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Hunting and fishing

Fly fishing

The Clark Fork is finally dropping. Water conditions are perfect. The best fishing is on the lower river with hoppers and big foam bugs. The Blackfoot continues to fish well, specifically early to midmorning. Hopper fishing in the early afternoons has turned on. The St. Joe is still running cold and an early start is not necessary. Tie on a hopper after breakfast. One angler reported excellent results on a hopper that had been colored purple on the belly with a Sharpie. Rock Creek has dropped way down and wade fishing remains a great option. Throw spruce moths in the morning and hoppers in the afternoon. The lower end is getting a bit more pressure than the upper.

On the Yakima River, hoppers against the bank are all you need. The entire system, including the Naches, is fishing well.

Trout and kokanee

Loon Lake night kokanee fishing is getting mixed reviews with good fishing one night and little to nothing the next. A few 15-inchers have been landed recently. Trollers are averaging four or five fish by fishing early.

Other local lakes have slowed down considerably in the hot weather. It is still possible to catch trout by still-fishing deep with bait, but limits are rare. Diamond, Waitts, West Medical, Badger and Williams have been fair. The most recent trout plants at Sprague Lake are averaging 15 inches, but rainbow approaching 2 feet long are still possible.

Salmon and steelhead

The upper Snake River fall Chinook fishery begins Thursday. Idaho and Oregon anglers will be able to fish seven days a week, concurrent with the annual Hell’s Canyon steelhead fishery; WDFW has not yet issued a ruling. More than 35,000 fall chinook salmon are predicted to pass the Lower Granite Dam this year, and the daily bag limit will be six adipose fin-clipped adult fall chinook salmon and no daily, possession or season limits on jacks.

Drano Lake boat anglers averaged 1.5 steelhead kept/released per rod last week and were also catching a few fall chinook. On the White Salmon River, bank anglers are catching some steelhead.  Pressure is minimal.

At Buoy 10, effort and catch is increasing. Anglers averaged a chinook per boat and a coho every four boats last weekend. Bank anglers caught some chinook and coho off the North Jetty. Buoy 10 is scheduled to remain open for chinook retention through Sunday. At Ilwaco, anglers averaged nearly a salmon per rod.  Seventy percent of the catch was coho.  Through Sunday, an estimated 62.6 percent of the coho quota had been taken. At Westport, 41 percent of the subarea coho quota have been landed.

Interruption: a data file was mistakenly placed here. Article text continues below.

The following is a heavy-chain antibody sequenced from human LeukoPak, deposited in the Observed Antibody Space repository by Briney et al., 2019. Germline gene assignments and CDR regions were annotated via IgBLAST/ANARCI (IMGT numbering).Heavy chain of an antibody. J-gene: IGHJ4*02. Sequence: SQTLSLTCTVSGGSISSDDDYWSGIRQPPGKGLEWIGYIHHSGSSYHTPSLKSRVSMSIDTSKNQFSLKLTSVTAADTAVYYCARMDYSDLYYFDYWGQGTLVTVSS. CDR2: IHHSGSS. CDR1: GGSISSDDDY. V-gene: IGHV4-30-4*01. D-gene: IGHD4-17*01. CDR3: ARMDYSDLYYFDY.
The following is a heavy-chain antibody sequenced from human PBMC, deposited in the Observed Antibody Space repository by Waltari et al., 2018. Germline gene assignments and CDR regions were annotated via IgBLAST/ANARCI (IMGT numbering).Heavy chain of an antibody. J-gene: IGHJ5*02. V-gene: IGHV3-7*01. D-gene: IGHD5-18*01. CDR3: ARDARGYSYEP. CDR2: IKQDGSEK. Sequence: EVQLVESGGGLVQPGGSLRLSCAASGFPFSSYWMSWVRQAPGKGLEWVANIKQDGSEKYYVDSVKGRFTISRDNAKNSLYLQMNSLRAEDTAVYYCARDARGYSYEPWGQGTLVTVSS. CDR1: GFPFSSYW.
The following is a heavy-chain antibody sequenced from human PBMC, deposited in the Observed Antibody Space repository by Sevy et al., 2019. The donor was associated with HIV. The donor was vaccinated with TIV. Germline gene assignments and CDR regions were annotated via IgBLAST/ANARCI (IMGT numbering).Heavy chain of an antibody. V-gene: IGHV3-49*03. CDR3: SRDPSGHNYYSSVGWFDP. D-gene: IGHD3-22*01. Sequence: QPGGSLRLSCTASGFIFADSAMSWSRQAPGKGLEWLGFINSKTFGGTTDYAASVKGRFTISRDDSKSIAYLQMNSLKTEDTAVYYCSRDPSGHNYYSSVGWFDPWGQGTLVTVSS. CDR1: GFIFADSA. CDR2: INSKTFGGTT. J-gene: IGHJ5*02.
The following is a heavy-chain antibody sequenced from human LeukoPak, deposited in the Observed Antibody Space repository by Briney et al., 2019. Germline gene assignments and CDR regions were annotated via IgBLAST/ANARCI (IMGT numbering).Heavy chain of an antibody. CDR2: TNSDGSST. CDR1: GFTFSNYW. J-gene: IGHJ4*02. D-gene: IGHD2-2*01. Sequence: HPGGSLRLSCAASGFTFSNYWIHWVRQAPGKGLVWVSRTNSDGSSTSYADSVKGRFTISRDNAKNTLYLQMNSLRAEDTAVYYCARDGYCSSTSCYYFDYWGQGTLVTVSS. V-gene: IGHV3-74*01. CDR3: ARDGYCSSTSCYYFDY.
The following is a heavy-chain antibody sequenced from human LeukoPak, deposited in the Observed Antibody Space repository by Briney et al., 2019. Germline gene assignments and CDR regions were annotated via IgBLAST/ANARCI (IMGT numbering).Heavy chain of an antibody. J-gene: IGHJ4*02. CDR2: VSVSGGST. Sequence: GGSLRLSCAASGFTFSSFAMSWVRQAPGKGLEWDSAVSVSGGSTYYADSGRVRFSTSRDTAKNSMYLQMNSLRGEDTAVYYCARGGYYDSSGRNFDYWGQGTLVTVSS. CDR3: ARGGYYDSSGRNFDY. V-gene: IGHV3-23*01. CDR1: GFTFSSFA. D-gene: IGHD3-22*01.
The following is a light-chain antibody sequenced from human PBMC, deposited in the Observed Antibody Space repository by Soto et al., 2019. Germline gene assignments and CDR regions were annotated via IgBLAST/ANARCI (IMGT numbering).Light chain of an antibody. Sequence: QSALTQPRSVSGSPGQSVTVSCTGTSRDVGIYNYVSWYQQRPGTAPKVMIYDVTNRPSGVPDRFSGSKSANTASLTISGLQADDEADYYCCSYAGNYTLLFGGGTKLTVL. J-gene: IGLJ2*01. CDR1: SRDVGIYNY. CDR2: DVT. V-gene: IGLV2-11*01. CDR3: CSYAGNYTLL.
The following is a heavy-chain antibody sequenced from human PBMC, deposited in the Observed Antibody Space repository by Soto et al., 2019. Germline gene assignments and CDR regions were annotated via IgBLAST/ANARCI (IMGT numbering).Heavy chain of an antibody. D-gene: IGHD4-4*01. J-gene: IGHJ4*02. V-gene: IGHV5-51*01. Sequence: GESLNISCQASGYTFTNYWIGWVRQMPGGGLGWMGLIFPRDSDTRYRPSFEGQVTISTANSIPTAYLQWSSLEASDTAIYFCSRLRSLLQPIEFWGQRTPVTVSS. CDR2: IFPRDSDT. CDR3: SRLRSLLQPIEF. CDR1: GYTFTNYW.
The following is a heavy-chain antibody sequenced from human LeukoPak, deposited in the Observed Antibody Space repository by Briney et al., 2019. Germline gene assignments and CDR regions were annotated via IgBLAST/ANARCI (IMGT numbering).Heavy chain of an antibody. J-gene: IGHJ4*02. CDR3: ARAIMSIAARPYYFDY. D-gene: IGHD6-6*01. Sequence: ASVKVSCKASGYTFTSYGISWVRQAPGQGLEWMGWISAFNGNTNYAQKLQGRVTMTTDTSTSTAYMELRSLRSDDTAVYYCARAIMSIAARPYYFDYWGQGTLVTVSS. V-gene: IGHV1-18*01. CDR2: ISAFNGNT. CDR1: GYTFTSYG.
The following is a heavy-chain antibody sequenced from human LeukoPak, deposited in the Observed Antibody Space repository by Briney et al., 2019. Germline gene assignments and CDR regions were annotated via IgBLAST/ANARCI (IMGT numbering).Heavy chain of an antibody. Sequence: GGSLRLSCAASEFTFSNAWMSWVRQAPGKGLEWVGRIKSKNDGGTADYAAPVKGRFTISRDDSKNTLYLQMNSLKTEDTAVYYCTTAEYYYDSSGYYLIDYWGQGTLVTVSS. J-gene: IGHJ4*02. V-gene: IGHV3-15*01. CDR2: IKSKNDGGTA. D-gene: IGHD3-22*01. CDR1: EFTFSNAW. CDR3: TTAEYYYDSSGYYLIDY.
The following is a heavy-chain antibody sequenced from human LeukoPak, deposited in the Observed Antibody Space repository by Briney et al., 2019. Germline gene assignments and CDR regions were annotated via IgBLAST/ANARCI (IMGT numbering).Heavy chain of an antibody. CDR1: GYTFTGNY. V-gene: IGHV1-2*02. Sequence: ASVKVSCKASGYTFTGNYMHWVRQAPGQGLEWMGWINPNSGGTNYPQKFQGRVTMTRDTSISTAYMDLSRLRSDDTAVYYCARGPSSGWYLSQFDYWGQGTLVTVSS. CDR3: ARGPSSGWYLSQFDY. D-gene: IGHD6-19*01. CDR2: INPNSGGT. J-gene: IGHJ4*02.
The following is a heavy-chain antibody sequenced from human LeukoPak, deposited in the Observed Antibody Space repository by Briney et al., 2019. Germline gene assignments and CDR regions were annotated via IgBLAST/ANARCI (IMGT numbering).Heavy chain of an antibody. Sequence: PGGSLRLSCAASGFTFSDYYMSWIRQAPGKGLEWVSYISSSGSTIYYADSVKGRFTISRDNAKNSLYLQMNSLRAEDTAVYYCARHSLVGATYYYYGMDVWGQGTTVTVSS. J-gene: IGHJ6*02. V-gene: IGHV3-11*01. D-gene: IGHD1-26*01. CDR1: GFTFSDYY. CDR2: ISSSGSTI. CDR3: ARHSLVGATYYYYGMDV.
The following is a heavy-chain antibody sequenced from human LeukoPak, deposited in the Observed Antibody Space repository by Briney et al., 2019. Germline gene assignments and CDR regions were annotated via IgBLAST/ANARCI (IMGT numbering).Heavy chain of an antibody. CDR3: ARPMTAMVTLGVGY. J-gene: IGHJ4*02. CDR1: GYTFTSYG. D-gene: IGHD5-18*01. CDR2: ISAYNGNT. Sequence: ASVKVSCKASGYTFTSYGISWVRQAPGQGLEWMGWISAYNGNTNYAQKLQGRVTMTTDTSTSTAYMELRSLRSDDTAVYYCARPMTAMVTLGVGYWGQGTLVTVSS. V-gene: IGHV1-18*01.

Fall chinook catches are increasing on the lower Columbia mainstem below Bonneville Dam while the number of steelhead handled remains strong. On the Bonneville Pool, boat anglers averaged a steelhead per rod. 

Spiny ray

The only usable launch on Banks Lake is at Coulee Playland on the north end. Walleye anglers have concentrated their efforts there and the fishing has been excellent. Crank baits, particularly the JSR7 Firetiger, have been effective. Some nice smallmouth have also come from Banks lately. On Lake Roosevelt, the Hunters area has been good for small walleye. Billy Clapp Lake in Grant County is also producing walleye.

At Potholes Reservoir in Gant County, walleye continue to cooperate. Some more than 10 pounds have been caught recently from the east side of the mouth of Crab Creek as it enters the Reservoir. Bass fishing is also good.

An excellent yet close fishing hole for smallmouth bass from shore recently is the stretch of the Big Spokane under the Monroe Street Bridge. Throw a jig or small plug into the current. Anglers are finding more and more smallmouth throughout the Spokane River system.

The Coeur d’Alene system of Chain Lakes has been good for northern pike and largemouth bass. Spinnerbaits around the cabbage are working for both. Coeur d’Alene Lake is giving up fair numbers of larger pike.

The last time I fished Soda Lake in Grant County, I saw a man in a 12-foot rowboat fill the bottom with 12- to 16-inch crappie. That was 55 years ago. A recent report indicates fishing is again good, but this time there are more bass and walleye than anything. Crappie are said to be small.


The wolf hunting season opens Tuesday in Idaho. It runs through Dec. 31 in Island Park and Beaverhead wolf management zones, through June 30 in the Lolo and Selway zones, and through March 31 in the remaining nine of  the state’s 13 wolf management zones. Licensed hunters may buy two tags per calendar year. Wolf tags cost $11.50 for residents and $31.75 for nonresidents. The reduced nonresident price is retroactive – hunters who already have bought tags at the higher previous price are eligible for a refund. Details are forthcoming.

 Idaho has adopted a 107-day waterfowl season for 2011-2012. A youth hunt is set for Sept. 24-25. Additional details will be available in a printed brochure and on the Fish and Game website within a week. Idaho has also set a restricted seven-day, one-bird sage-grouse season for 2011 beginning Oct. 1. The sharp-tail grouse season also opens Oct. 1 and runs through Oct. 31.

The Washington seasons for doves, forest grouse, cottontails and snowshoe rabbits begin Thursday. In Idaho, doves and rabbits also open on that date, but forest grouse open Tuesday. Grouse in both states suffered from the late spring, and Jim Hayden with IDFG expects populations to be down somewhat. Doves, however, are persistent re-nesters and populations are good.

Contact Alan Liere at

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